Disney + Pixar = Magic?

Apparently the rumors are true: Disney will buy Pixar tomorrow for $7 billion. This is probably a good move for Pixar and definitely a good move for Disney. What surprises me is all the bad buzz this is getting in the blogosphere. Apparently some people believe that the powers that be at Disney will rip Pixar apart and turn its movies into direct-to-video sequels. This is ludicrous.

John Lasseter will take control of all of Disney animation and likely help direct it to new heights. I imagine Pixar will become Disney’s computer animation division and Lasseter will reorganize the existing unit to start producing traditionally animated movies again. There were rumors that Pixar may start a traditional unit themselves, that won’t be necessary now. I wouldn’t even be surprised if Brad Bird (director of The Incredibles and The Iron Giant) takes over the traditional unit. Lasseter can guide both units to success with his focus on original storytelling, something that was lost at Disney for the last few years. If they can maintain both units and produce enough hits, maybe Disney can scale back the direct-to-video business since they have twice as many feature films to put out.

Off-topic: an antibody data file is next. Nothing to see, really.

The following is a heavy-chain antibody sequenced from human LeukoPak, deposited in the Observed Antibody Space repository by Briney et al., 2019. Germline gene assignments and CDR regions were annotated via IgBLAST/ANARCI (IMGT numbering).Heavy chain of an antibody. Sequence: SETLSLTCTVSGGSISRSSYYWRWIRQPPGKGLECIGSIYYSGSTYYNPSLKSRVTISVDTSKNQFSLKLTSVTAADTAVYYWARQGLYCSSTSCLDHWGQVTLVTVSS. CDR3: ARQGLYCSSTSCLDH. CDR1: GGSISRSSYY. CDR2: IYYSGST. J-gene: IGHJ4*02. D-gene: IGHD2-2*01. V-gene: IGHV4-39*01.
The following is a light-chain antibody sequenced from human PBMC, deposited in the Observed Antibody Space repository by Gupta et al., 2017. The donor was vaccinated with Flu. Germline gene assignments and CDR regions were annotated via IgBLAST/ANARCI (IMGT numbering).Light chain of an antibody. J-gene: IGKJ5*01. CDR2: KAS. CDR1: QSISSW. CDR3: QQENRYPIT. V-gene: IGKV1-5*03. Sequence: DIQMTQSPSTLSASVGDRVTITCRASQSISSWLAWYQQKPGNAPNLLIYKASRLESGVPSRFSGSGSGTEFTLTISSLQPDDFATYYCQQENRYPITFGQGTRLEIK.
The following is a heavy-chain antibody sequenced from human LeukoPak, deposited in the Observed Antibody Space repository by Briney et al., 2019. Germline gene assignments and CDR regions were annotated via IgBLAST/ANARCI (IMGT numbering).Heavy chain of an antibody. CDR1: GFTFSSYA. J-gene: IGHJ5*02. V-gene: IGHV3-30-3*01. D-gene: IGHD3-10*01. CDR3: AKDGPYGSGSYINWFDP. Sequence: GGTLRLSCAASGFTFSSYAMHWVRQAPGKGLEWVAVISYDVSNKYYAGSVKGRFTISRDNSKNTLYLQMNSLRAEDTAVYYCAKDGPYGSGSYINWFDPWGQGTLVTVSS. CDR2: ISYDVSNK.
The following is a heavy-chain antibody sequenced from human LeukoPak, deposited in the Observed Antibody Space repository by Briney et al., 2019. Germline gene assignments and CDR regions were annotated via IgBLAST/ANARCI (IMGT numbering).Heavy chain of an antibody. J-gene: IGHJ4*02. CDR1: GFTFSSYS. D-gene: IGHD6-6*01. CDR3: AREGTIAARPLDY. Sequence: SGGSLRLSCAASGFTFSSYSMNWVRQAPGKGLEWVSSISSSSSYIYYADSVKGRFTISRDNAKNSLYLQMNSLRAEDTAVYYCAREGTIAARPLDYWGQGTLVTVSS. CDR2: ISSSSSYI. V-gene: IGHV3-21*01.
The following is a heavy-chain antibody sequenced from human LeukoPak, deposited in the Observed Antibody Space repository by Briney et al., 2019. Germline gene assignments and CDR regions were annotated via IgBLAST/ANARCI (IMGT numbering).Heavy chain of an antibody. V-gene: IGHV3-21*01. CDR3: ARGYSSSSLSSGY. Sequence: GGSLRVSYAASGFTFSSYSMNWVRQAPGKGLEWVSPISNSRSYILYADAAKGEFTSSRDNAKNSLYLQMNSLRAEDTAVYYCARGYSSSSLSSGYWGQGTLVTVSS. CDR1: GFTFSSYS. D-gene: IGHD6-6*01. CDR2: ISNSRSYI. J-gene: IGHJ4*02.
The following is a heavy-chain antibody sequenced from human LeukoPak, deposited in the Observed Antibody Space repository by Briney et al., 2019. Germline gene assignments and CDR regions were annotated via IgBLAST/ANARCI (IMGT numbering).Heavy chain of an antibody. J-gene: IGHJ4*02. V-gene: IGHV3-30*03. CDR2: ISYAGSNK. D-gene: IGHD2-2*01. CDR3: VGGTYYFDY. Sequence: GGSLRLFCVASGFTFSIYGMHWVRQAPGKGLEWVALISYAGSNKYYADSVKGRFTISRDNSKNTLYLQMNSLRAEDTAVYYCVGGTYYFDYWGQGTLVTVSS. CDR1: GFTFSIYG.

Steve Jobs will become the largest shareholder in Disney after this deal, giving him a lot of leverage in the post-Pixar Disney. If they screw things up, he will likely give them hell. It will also be interesting to see what Jobs does with his role in Disney. He could use his influence to help direct the company through the transition to digital media. I know people worry that Pixar’s culture will die when they join Disney, but I don’t think that will happen. Many people at Pixar once worked for Disney and many Disney people are Pixar fans. I think Pixar is more likely to change the culture at Disney than the other way I around.

I can’t guarantee all that will happen, but I do think the new arrangement will be successful. Now many seem upset that Pixar didn’t go it alone, but I don’t think they realize what they’re talking about. Pixar gained a lot from its existing relationship with Disney, using the companies marketing muscle to sell their great movies. If Pixar was forced to go somewhere else, they would probably end up with Warner Bros. – which would be disaster. Warner Bros. took Bird’s marvelous Iron Giant and turned it into a box office failure. That would have been a dark road for Pixar. Disney has experience selling animated movies (and all the spin-off merchandising that helped make Pixar rich). This is going to be an interesting partnership and I think it will also be a fruitful one.

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